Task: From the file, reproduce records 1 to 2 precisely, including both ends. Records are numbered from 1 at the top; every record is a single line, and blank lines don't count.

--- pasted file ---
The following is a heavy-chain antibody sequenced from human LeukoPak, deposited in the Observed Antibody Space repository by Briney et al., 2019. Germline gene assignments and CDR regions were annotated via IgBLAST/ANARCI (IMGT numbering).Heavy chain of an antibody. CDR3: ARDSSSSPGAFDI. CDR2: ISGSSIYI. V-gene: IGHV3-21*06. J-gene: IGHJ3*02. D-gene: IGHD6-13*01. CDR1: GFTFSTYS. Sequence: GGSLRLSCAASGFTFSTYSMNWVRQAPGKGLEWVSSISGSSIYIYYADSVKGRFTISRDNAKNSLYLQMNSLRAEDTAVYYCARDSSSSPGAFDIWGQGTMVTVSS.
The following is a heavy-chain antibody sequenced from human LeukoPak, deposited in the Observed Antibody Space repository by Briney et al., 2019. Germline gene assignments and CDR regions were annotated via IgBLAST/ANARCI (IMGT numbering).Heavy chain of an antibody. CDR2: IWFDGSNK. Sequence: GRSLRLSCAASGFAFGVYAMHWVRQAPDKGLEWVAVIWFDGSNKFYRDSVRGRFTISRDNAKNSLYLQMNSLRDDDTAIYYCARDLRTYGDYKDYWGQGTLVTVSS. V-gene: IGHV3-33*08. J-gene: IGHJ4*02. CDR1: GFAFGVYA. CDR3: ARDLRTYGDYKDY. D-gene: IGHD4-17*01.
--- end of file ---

The following is a heavy-chain antibody sequenced from human LeukoPak, deposited in the Observed Antibody Space repository by Briney et al., 2019. Germline gene assignments and CDR regions were annotated via IgBLAST/ANARCI (IMGT numbering).Heavy chain of an antibody. CDR3: ARDSSSSPGAFDI. CDR2: ISGSSIYI. V-gene: IGHV3-21*06. J-gene: IGHJ3*02. D-gene: IGHD6-13*01. CDR1: GFTFSTYS. Sequence: GGSLRLSCAASGFTFSTYSMNWVRQAPGKGLEWVSSISGSSIYIYYADSVKGRFTISRDNAKNSLYLQMNSLRAEDTAVYYCARDSSSSPGAFDIWGQGTMVTVSS.
The following is a heavy-chain antibody sequenced from human LeukoPak, deposited in the Observed Antibody Space repository by Briney et al., 2019. Germline gene assignments and CDR regions were annotated via IgBLAST/ANARCI (IMGT numbering).Heavy chain of an antibody. CDR2: IWFDGSNK. Sequence: GRSLRLSCAASGFAFGVYAMHWVRQAPDKGLEWVAVIWFDGSNKFYRDSVRGRFTISRDNAKNSLYLQMNSLRDDDTAIYYCARDLRTYGDYKDYWGQGTLVTVSS. V-gene: IGHV3-33*08. J-gene: IGHJ4*02. CDR1: GFAFGVYA. CDR3: ARDLRTYGDYKDY. D-gene: IGHD4-17*01.